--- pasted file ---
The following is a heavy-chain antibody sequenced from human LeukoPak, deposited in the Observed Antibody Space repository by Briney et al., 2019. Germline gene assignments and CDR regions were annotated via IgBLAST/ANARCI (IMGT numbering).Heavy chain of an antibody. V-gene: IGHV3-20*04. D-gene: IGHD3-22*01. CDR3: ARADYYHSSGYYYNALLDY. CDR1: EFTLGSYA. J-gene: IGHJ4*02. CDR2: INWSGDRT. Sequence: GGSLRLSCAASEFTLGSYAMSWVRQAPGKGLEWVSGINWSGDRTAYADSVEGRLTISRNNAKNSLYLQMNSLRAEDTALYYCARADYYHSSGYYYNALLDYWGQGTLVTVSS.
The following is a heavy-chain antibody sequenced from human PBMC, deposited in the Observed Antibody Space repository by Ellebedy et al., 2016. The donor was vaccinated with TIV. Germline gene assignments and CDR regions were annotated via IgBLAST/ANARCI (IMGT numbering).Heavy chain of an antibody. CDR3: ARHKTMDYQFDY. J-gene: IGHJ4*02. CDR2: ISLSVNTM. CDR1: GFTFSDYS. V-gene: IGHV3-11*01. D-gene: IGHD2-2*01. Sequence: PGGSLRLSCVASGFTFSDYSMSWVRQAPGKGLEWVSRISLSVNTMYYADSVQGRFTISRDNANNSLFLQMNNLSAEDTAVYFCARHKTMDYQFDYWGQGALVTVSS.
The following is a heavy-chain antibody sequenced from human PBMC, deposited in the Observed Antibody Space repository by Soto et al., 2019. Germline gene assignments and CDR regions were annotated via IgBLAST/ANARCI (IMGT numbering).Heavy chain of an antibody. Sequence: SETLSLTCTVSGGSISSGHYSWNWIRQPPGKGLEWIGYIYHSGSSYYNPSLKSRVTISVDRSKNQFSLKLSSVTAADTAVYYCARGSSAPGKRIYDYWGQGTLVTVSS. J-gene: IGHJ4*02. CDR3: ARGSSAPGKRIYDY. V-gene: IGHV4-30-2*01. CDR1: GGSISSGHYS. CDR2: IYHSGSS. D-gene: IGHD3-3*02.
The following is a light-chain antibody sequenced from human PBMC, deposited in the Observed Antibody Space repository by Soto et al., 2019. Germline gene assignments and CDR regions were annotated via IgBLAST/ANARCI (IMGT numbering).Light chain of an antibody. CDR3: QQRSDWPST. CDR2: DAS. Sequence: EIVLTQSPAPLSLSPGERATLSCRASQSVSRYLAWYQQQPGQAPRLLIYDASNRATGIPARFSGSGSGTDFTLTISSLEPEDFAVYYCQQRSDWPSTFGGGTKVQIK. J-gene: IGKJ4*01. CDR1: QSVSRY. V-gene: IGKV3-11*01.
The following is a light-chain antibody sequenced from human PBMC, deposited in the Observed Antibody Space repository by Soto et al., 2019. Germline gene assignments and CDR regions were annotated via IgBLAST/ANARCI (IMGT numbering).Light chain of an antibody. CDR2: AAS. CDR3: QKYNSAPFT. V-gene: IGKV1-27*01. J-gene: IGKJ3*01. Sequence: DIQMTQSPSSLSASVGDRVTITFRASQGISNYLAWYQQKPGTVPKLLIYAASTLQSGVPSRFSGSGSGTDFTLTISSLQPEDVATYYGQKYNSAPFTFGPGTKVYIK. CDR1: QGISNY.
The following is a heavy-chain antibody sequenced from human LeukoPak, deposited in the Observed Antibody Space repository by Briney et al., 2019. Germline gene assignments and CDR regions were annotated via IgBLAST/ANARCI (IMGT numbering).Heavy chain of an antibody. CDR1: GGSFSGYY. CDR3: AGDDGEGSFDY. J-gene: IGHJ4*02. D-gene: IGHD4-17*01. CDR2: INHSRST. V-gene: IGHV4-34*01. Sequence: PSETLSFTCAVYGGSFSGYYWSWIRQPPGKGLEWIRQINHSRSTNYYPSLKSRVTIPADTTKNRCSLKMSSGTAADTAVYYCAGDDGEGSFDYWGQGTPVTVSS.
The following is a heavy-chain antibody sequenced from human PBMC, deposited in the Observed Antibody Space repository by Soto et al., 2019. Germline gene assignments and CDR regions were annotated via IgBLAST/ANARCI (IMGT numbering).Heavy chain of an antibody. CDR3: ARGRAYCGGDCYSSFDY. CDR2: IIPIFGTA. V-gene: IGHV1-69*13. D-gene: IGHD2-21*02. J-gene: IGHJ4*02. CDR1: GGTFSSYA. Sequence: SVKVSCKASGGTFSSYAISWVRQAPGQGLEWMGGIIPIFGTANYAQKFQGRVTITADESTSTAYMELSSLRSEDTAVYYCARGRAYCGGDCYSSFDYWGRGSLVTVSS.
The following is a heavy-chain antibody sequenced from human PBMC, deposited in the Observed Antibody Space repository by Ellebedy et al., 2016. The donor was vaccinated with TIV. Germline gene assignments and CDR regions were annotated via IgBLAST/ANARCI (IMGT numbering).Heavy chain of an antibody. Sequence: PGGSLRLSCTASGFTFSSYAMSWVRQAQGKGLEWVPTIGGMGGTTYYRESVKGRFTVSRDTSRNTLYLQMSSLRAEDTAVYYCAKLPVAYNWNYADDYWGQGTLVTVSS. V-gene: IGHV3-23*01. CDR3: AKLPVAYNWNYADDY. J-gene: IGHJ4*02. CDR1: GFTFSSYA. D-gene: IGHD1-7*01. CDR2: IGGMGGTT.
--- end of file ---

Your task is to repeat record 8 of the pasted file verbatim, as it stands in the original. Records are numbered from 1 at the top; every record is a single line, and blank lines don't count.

The following is a heavy-chain antibody sequenced from human PBMC, deposited in the Observed Antibody Space repository by Ellebedy et al., 2016. The donor was vaccinated with TIV. Germline gene assignments and CDR regions were annotated via IgBLAST/ANARCI (IMGT numbering).Heavy chain of an antibody. Sequence: PGGSLRLSCTASGFTFSSYAMSWVRQAQGKGLEWVPTIGGMGGTTYYRESVKGRFTVSRDTSRNTLYLQMSSLRAEDTAVYYCAKLPVAYNWNYADDYWGQGTLVTVSS. V-gene: IGHV3-23*01. CDR3: AKLPVAYNWNYADDY. J-gene: IGHJ4*02. CDR1: GFTFSSYA. D-gene: IGHD1-7*01. CDR2: IGGMGGTT.